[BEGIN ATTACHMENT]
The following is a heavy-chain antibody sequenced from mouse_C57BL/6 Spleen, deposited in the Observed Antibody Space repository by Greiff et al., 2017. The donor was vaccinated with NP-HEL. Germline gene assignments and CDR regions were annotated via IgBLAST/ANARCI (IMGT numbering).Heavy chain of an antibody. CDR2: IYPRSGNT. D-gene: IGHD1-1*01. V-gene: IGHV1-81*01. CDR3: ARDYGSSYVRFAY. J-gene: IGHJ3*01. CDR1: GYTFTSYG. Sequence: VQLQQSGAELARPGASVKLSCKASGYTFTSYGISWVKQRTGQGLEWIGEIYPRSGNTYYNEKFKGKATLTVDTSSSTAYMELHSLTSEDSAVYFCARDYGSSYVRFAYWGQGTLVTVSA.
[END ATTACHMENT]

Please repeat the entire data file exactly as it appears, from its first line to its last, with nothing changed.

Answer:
The following is a heavy-chain antibody sequenced from mouse_C57BL/6 Spleen, deposited in the Observed Antibody Space repository by Greiff et al., 2017. The donor was vaccinated with NP-HEL. Germline gene assignments and CDR regions were annotated via IgBLAST/ANARCI (IMGT numbering).Heavy chain of an antibody. CDR2: IYPRSGNT. D-gene: IGHD1-1*01. V-gene: IGHV1-81*01. CDR3: ARDYGSSYVRFAY. J-gene: IGHJ3*01. CDR1: GYTFTSYG. Sequence: VQLQQSGAELARPGASVKLSCKASGYTFTSYGISWVKQRTGQGLEWIGEIYPRSGNTYYNEKFKGKATLTVDTSSSTAYMELHSLTSEDSAVYFCARDYGSSYVRFAYWGQGTLVTVSA.